By Brian Bobo, chief digital officer, Greenway Health.
Healthcare ransomware attacks have become more common in recent years, and in many cases, caused considerable damage. At least 148 U.S. healthcare organizations fell victim to a ransomware attack in 2021, the most attacked industry, according to a March 2022 HIPAA Journal report.
With increasing threats from overseas, growing cybercriminal organizations, and the COVID-19 pandemic, it’s no surprise a sharp rise in breaches and healthcare ransomware attacks has occurred across the healthcare ecosystem.
As the situation grows more volatile, it’s vital to understand why threats like breaches and healthcare ransomware attacks exist and ways ambulatory practices can work to reduce cybersecurity risks.
The Most Valuable Record
It’s not just because the patient health information (PHI) the record contains that makes it valuable to cybercriminals, but the other information that accompanies PHI, such as addresses, birth dates, social security numbers, and even more obscure data such as insurance policy numbers, all of which someone can use to impersonate patients and commit identity theft.
With this stolen information, a cybercriminal can more easily steal someone’s identity because they now know important information no one else does. It’s what makes health records so valuable — not always the record itself, but what can be done with the information.
The average healthcare industry breach is so expensive because of the costs of remediation, recovery legal actions, and regulatory fines. In 2021, the average cost of a healthcare breach was $9.23 million, up 29.5% from $7.13 million the previous year, according to IBM Cost of a Data Breach Report 2021.
Taking it a step further, by failing to keep patient records private, an ambulatory practice could face substantial penalties under HIPAA’s Privacy and Security Rules, cause potential harm to its reputation, and patient safety can be severely impacted. A hacker’s access to private patient data not only opens the door to steal information but they can possibly even alter the data — severely impacting patient health and outcomes.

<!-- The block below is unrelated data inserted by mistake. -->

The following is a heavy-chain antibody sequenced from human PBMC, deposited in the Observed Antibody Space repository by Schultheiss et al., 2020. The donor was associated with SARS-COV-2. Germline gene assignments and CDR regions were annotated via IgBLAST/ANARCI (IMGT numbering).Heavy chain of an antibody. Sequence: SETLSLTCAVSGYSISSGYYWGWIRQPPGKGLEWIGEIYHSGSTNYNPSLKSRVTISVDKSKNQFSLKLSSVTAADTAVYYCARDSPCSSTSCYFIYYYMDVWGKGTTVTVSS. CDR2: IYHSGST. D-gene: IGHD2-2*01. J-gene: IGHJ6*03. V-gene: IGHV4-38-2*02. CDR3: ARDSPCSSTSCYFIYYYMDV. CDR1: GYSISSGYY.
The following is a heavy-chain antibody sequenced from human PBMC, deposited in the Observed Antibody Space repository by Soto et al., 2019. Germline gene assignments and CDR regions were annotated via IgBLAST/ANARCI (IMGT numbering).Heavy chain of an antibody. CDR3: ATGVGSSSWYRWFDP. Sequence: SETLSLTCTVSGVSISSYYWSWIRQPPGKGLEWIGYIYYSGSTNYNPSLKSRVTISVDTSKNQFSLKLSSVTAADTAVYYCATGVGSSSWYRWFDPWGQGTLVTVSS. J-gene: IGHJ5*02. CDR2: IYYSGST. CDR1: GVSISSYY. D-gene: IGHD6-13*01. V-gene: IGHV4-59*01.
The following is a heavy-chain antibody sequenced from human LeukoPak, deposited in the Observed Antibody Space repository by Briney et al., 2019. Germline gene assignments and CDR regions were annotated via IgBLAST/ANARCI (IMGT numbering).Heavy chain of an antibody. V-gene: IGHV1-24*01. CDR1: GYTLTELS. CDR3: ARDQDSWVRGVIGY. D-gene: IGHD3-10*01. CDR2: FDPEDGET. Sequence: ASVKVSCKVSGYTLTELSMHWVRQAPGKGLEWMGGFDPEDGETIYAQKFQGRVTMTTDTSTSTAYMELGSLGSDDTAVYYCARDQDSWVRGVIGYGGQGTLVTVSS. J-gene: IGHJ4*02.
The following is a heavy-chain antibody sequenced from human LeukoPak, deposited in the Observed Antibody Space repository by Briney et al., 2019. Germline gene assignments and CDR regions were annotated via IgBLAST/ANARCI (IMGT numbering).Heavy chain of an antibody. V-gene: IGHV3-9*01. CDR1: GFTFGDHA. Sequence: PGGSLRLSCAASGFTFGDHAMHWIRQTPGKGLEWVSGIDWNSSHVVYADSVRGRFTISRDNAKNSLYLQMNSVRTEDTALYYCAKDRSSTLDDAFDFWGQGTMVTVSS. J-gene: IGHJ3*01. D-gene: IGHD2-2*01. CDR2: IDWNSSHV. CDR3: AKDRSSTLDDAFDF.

It’s Time to be Vigilant About EHR Cybersecurity
In an era of rising global conflict, it’s time to take threats seriously. Here are a few simple starting steps your practice can take to prepare:
- Review cyber awareness with employees
- Consider cloud-based EHR systems
- Scrutinize potential phishing emails
- Make sure you have technology such as anti-virus and spam filtering
- Make sure you are patching your systems
- Look into cyber insurance, which may be hard to obtain, but can be beneficial
Ambulatory practices with limited infrastructure and IT teams concerned about security should also consider moving from their on-premise servers to a cloud-based solution.
Practices with an on-premise server have the responsibility to always monitor, update, and patch against potential threats within their own systems. They must consider the necessary investment in security, as well as what it will take to make sure everything is up and running — a cost easily avoidable in the cloud.
Here are a few additional benefits of the cloud:
- Disaster recovery: If a practice is located in a geographic region known for hurricanes, tornados, or other disasters, cloud-based solutions can prevent service interruptions and PHI is not lost in the event of damage to servers.
- Maintenance: A cloud solutions provider can handle maintenance, reducing hardware costs or the need to rely on local backups
- Version upgrades: With a cloud-based solution, updates on both EHR software and operating systems alleviates version issues or cybersecurity vulnerabilities. With a cloud-based EHR, version upgrades no longer require your staff to work overnight and take long outages to perform.
- 24/7 monitoring: Real-time monitoring accounts for operational and application performance and may be available via high-speed internet from anywhere.
- System patching: Automatic application and service pack updates will minimize interruptions to operations. As a result, practices have fewer costs, as well as fewer tasks to manage than with on-premise
Protecting ambulatory practices against cyber threats is not an easy job in today’s climate. Small and medium-sized practices often lack the capability to protect themselves against new cyber criminals and tactics. That’s why it’s important to make strategic investments and undertake specific basic measures, ensuring a stronger defense.